978-0-672-32135-1 / 0672321351

Wireless Java Programming with J2ME

by Feng, Yu




Prices INCLUDE standard shipping to United States
Show prices without shipping
Change shipping destination
Shipping prices may be approximate. Please verify cost before checkout.

About the book:

Perfect for the experienced Java programmer making the transition to wireless development, Wireless Java Programming with J2ME delivers a capable tutorial to what's new and different on smaller Java devices. This title is all you need to get started writing wireless applications successfully.

This book provides a nicely packaged tutorial for wireless development, beginning with a tour of the acronym-laden world of Java wireless devices based on the Java 2 Micro Edition (J2ME). You'll learn about the Mobile Information Device Profile (MIDP), which this text centers on, plus the Connected Limited Device Configuration (CLDC). Clearly, this is a market in flux, and the authors do a good job of describing the kinds of J2ME devices available today. They also explain what's different about J2ME development when compared to traditional Java 2 programming.

After this introduction, the book delves into the APIs you'll need to master to use J2ME. The authors create a number of "MIDlets" for wireless devices (such as a PIM and eventually a front end for an online bookstore). They cover the new APIs that are used to program such devices. This includes the higher-level UI library for MIDP devices, which lets developers design for the restricted displays of these devices. They also cover lower-level graphics, which calls for a more do-it-yourself approach to UI design. Illustrated with a calendar utility, they show you how to draw on the screen of a wireless device.

Later sections look at other features that you need to create robust wireless applications in Java, including network connectivity options (like sockets and HTTP), plus storing records in the built-in storage APIs that come built-in on the platform. The book also covers the surprising variety of XML tools that let you add XML support to wireless applications. The centerpiece of this text is the authors' MotoShop--a case study for a wireless front end for an online bookstore, which is used to demonstrate many of the techniques covered earlier in the text. Final sections on SyncML (for synchronizing data between wireless devices) and new support for Java on the popular DoCoMo i-Mode platform help round out this book.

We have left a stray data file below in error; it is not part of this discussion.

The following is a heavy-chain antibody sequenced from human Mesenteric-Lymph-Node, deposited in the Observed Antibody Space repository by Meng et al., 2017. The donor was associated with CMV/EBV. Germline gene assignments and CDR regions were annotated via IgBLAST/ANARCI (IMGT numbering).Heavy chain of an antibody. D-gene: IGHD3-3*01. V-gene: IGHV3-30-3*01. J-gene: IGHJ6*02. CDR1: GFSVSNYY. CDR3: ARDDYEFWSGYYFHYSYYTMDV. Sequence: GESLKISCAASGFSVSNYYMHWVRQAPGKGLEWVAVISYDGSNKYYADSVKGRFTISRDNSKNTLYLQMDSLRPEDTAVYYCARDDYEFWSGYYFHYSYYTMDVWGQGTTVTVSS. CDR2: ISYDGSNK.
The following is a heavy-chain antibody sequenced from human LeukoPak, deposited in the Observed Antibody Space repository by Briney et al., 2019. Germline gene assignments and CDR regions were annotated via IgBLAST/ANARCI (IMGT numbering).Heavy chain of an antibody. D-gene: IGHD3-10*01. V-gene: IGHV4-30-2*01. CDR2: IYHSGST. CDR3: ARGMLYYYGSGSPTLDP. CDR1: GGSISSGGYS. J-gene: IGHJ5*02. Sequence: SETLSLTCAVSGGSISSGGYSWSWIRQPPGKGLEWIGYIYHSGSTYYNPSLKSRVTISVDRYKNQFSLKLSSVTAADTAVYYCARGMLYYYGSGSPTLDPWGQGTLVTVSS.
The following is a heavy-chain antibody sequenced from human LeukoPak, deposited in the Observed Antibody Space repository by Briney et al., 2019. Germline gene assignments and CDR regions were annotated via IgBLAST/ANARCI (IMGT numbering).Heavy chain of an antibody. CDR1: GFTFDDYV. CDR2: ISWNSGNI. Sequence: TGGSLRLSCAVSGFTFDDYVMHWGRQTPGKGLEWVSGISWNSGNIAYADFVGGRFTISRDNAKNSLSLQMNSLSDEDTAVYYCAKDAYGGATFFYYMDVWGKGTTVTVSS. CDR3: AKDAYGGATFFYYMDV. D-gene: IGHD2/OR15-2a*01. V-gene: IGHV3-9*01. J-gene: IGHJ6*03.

With the wireless marketplace poised for explosive growth, this title can let Java developers get ready for a new kind of Java platform. This book delivers a very solid tour of what an intermediate to advanced programmer needs to get started building the next generation of wireless software in Java. --Richard Dragan

Topics covered:

  • Overview of Java development for wireless devices
  • Overview of the Java 2 Micro Edition (J2ME)
  • Key J2ME standards explained: the Mobile Information Device Profile (MIDP), Connected Limited Device Configuration (CLDC), and the K Virtual Machine (KVM)
  • Using Sun's J2ME Wireless Toolkit and Motorola's MotoSDK for wireless development
  • CLDC versus MIDP libraries
  • MIDlets
  • Limitations for CDLC devices and the KVM
  • J2ME security
  • Packaging and deploying MIDlets
  • Tutorial for user-interface design with the UI for Wireless Devices (including images and event handling)
  • High-level UI APIs (including lists and choices, text boxes, alerts, and forms)
  • Low-level UI APIs (including drawing graphics shapes and text, double-buffering, plus a calendar example)
  • Persistent storage (record stores, adding and deleting records, enumerating records, a sample mobile scheduler)
  • Network programming in J2ME MIDP (the Generic Connection Framework, programming with sockets, datagrams, and HTTP)
  • XML for wireless applications (survey of wireless XML parsers including SAX 1.0, TinyXML, and NanoXML)
  • Case study for a mobile book-ordering application
  • Data synchronization (SyncML protocols, a mobile scheduler)
  • Reference to CLDC and MIDP class libraries
  • NTT DoCoMo's Java for i-Mode introduced

Search under way...

Search complete.

Click on the price to find out more about a book.

New books: 1 - 25 of 27


Used books: 1 - 25 of 85